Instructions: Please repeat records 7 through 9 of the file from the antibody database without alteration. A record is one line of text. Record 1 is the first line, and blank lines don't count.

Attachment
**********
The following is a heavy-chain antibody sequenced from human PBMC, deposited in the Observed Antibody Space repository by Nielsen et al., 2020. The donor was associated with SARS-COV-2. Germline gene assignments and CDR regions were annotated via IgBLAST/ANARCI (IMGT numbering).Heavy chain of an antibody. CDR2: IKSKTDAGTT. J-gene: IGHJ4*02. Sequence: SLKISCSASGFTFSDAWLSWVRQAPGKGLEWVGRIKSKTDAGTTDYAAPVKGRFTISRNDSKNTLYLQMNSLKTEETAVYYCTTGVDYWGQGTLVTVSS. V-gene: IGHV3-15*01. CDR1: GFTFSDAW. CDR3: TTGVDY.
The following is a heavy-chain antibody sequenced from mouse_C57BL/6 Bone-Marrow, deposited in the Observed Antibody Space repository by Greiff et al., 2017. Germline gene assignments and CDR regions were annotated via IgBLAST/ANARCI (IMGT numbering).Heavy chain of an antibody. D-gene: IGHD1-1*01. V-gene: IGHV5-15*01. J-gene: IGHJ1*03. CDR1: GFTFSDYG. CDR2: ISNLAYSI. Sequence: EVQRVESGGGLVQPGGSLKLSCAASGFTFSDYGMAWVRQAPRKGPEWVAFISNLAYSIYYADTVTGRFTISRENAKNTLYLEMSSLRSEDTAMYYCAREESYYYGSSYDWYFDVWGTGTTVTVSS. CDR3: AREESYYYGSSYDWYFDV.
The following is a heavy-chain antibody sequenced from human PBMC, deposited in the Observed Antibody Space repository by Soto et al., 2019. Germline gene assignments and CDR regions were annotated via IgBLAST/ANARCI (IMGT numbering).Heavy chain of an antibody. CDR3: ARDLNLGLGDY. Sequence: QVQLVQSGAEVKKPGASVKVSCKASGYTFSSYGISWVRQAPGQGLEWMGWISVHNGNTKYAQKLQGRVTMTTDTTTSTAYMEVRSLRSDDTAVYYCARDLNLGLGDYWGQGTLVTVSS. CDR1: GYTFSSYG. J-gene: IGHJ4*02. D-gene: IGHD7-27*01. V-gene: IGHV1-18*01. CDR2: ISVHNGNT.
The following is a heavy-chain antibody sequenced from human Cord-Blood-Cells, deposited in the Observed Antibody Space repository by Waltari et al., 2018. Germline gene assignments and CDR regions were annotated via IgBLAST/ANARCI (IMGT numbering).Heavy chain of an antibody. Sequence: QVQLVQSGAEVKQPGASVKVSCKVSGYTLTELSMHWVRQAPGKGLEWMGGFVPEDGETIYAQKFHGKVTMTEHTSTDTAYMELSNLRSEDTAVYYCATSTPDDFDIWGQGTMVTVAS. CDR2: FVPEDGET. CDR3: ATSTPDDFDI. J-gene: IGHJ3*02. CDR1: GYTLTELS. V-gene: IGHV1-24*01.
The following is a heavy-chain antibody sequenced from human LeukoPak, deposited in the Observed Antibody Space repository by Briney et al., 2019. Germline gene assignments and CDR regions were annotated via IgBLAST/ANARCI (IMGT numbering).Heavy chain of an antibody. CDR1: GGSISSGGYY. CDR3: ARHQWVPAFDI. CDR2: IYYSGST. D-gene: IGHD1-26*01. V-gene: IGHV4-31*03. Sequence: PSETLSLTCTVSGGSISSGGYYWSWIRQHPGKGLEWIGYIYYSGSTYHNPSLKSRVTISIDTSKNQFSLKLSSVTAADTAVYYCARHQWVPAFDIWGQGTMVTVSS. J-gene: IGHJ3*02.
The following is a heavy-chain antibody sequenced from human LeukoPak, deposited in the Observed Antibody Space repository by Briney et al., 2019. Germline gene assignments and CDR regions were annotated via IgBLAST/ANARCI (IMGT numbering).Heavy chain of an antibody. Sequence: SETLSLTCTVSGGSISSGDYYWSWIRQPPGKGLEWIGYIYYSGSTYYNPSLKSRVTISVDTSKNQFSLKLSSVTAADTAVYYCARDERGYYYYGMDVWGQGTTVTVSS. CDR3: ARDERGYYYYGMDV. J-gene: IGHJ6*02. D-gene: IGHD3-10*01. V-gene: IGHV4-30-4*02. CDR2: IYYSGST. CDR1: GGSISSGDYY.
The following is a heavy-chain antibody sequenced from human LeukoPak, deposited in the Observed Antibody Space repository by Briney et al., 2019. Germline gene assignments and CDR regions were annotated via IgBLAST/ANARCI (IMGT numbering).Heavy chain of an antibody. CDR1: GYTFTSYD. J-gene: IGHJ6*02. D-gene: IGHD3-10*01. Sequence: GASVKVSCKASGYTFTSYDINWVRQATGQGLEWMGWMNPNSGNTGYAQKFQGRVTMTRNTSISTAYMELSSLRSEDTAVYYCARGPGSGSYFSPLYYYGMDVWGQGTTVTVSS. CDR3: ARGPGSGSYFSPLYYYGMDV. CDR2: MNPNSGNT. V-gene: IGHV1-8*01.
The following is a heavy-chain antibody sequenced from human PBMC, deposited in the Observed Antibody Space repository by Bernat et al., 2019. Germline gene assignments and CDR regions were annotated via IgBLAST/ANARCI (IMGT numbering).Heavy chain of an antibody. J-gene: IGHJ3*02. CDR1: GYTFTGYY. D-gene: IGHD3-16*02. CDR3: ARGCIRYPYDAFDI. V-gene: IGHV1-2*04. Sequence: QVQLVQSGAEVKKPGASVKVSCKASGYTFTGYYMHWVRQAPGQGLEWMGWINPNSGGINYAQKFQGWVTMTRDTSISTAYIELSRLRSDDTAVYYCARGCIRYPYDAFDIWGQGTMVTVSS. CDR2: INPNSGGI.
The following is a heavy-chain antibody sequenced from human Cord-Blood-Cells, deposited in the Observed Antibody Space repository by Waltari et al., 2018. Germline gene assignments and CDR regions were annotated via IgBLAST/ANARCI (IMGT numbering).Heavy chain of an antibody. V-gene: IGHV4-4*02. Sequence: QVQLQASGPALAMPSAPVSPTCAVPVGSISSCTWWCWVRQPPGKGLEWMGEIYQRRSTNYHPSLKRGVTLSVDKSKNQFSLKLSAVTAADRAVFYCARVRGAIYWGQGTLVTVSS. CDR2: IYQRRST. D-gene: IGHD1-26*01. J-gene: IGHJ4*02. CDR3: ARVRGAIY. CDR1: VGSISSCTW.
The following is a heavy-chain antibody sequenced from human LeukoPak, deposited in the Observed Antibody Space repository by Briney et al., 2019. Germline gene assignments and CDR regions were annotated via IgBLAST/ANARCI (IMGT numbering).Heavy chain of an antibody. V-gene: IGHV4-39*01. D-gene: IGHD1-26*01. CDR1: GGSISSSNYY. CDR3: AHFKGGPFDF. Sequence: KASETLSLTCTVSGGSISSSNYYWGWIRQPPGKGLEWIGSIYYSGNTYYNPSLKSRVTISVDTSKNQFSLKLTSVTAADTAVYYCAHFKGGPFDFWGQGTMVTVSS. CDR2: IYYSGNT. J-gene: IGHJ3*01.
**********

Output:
The following is a heavy-chain antibody sequenced from human LeukoPak, deposited in the Observed Antibody Space repository by Briney et al., 2019. Germline gene assignments and CDR regions were annotated via IgBLAST/ANARCI (IMGT numbering).Heavy chain of an antibody. CDR1: GYTFTSYD. J-gene: IGHJ6*02. D-gene: IGHD3-10*01. Sequence: GASVKVSCKASGYTFTSYDINWVRQATGQGLEWMGWMNPNSGNTGYAQKFQGRVTMTRNTSISTAYMELSSLRSEDTAVYYCARGPGSGSYFSPLYYYGMDVWGQGTTVTVSS. CDR3: ARGPGSGSYFSPLYYYGMDV. CDR2: MNPNSGNT. V-gene: IGHV1-8*01.
The following is a heavy-chain antibody sequenced from human PBMC, deposited in the Observed Antibody Space repository by Bernat et al., 2019. Germline gene assignments and CDR regions were annotated via IgBLAST/ANARCI (IMGT numbering).Heavy chain of an antibody. J-gene: IGHJ3*02. CDR1: GYTFTGYY. D-gene: IGHD3-16*02. CDR3: ARGCIRYPYDAFDI. V-gene: IGHV1-2*04. Sequence: QVQLVQSGAEVKKPGASVKVSCKASGYTFTGYYMHWVRQAPGQGLEWMGWINPNSGGINYAQKFQGWVTMTRDTSISTAYIELSRLRSDDTAVYYCARGCIRYPYDAFDIWGQGTMVTVSS. CDR2: INPNSGGI.
The following is a heavy-chain antibody sequenced from human Cord-Blood-Cells, deposited in the Observed Antibody Space repository by Waltari et al., 2018. Germline gene assignments and CDR regions were annotated via IgBLAST/ANARCI (IMGT numbering).Heavy chain of an antibody. V-gene: IGHV4-4*02. Sequence: QVQLQASGPALAMPSAPVSPTCAVPVGSISSCTWWCWVRQPPGKGLEWMGEIYQRRSTNYHPSLKRGVTLSVDKSKNQFSLKLSAVTAADRAVFYCARVRGAIYWGQGTLVTVSS. CDR2: IYQRRST. D-gene: IGHD1-26*01. J-gene: IGHJ4*02. CDR3: ARVRGAIY. CDR1: VGSISSCTW.